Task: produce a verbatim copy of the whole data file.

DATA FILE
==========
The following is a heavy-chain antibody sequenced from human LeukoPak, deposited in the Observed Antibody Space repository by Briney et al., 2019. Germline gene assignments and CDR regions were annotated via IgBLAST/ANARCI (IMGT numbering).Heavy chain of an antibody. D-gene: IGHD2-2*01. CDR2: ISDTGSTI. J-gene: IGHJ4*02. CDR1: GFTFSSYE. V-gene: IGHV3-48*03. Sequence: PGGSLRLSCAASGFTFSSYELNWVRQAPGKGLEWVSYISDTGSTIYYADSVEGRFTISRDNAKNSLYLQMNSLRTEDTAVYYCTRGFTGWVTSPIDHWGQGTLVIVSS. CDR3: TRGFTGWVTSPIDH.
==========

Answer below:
The following is a heavy-chain antibody sequenced from human LeukoPak, deposited in the Observed Antibody Space repository by Briney et al., 2019. Germline gene assignments and CDR regions were annotated via IgBLAST/ANARCI (IMGT numbering).Heavy chain of an antibody. D-gene: IGHD2-2*01. CDR2: ISDTGSTI. J-gene: IGHJ4*02. CDR1: GFTFSSYE. V-gene: IGHV3-48*03. Sequence: PGGSLRLSCAASGFTFSSYELNWVRQAPGKGLEWVSYISDTGSTIYYADSVEGRFTISRDNAKNSLYLQMNSLRTEDTAVYYCTRGFTGWVTSPIDHWGQGTLVIVSS. CDR3: TRGFTGWVTSPIDH.